'Crop circle' in Indonesian rice paddy

Thousands of curious onlookers are flocking to central Indonesia to look at a "crop circle" in a rice field following rumors it was formed by a UFO.
Though clearly sculptured by humans it looks like an intricately designed flower the 70-yard-wide (70-meter-wide) circle has drawn so much attention that police have blocked off the area with yellow tape.

The lost tribe

The lost tribeMichael Dreaver has listened patiently for 45 minutes on a muggy afternoon in Ranui. The ranchslider is open, assisted by an electric fan battling for breeze, in the cramped pensioner flat. It's a lost cause. The air doesn't budge and everyone sits quietly steaming.

Rare Eskimo shaman mask sells for record-breaking $2.5 million

Rare Eskimo shaman mask sells for record-breaking $2.5 millionFacial protrusions that look like hands; dangling sticks and feathers; a wide and mischievous grin: It's no wonder this rare Eskimo shaman's mask was so precious to the Surrealists.

And now a price has been put on the value of the Donati Studio Mask -- it was sold for over $2.5 million Thursday to a U.S. collector.

Spirited First Nations play cause for celebration

Spirited First Nations play cause for celebrationLong ago, in the history of the Anishnaabe First Nation, when a boy was born who danced "in the way of a woman," he was raised as an agokwe (ag oo-kway), meaning "wise woman" or "Two-Spirited." He was deemed special and was ranked in status along with medicine men. Each of the First Nations had a word for this phenomenon--a boy who had within him both "the spirit of a man and the spirit of a woman--fire and ice."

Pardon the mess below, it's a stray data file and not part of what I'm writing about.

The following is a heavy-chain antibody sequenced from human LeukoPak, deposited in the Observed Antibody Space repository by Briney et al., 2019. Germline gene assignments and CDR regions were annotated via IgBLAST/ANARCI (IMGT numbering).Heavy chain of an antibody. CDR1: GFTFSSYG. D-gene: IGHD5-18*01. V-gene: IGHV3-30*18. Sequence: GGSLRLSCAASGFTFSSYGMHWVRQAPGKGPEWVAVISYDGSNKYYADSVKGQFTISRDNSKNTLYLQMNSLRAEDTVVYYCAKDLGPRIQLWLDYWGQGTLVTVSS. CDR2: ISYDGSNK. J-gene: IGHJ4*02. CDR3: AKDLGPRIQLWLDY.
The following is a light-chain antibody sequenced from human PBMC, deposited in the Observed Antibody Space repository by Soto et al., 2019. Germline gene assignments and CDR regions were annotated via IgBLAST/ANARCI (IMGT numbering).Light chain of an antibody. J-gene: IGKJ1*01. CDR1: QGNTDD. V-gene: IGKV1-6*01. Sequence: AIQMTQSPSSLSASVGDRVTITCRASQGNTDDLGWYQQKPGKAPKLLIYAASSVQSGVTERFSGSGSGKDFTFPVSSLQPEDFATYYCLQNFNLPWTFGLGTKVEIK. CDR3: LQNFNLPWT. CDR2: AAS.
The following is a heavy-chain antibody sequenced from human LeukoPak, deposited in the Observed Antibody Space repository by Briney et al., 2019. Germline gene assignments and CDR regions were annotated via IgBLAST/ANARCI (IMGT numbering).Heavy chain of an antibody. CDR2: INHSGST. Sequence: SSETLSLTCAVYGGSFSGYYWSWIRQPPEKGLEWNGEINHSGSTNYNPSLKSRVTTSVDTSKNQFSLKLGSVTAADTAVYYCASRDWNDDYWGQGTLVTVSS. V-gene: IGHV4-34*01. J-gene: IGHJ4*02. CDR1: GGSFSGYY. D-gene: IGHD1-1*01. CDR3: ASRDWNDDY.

Read more: http://www.vancourier.com/life/Spirited+First+Nations+play+cause+celebration/4144388/story.html#ixzz1Bj6FrmQs

Hands-on trek back in time

Hands-on trek back in timeJust beyond the Blue Mountains railway lies a portal to the Dreamtime, if you're prepared to open your mind, writes Lance Richardson.

"THIS is what we'll be avoiding today," Evan Yanna Muru says, waving his hand. A freight train rumbles past. Fragments of sandstone crumble in the maw of a bulldozer as another road is constructed by Faulconbridge station. There is a colonial-era cemetery, carefully manicured. And then there is the bush. As we find our unmarked entrance and the drone of machinery is replaced by cicadas, a sense of symbolism settles over what was, moments before, just another stop on the railway.